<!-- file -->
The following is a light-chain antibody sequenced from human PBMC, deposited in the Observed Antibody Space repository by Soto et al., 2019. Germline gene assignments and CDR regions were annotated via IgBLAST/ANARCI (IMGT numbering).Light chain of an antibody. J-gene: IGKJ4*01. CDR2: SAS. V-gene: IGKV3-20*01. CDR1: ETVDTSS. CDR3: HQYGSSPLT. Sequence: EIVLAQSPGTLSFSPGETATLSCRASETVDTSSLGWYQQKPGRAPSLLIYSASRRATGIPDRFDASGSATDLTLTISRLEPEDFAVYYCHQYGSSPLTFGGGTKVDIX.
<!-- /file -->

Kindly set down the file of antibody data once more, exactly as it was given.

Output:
The following is a light-chain antibody sequenced from human PBMC, deposited in the Observed Antibody Space repository by Soto et al., 2019. Germline gene assignments and CDR regions were annotated via IgBLAST/ANARCI (IMGT numbering).Light chain of an antibody. J-gene: IGKJ4*01. CDR2: SAS. V-gene: IGKV3-20*01. CDR1: ETVDTSS. CDR3: HQYGSSPLT. Sequence: EIVLAQSPGTLSFSPGETATLSCRASETVDTSSLGWYQQKPGRAPSLLIYSASRRATGIPDRFDASGSATDLTLTISRLEPEDFAVYYCHQYGSSPLTFGGGTKVDIX.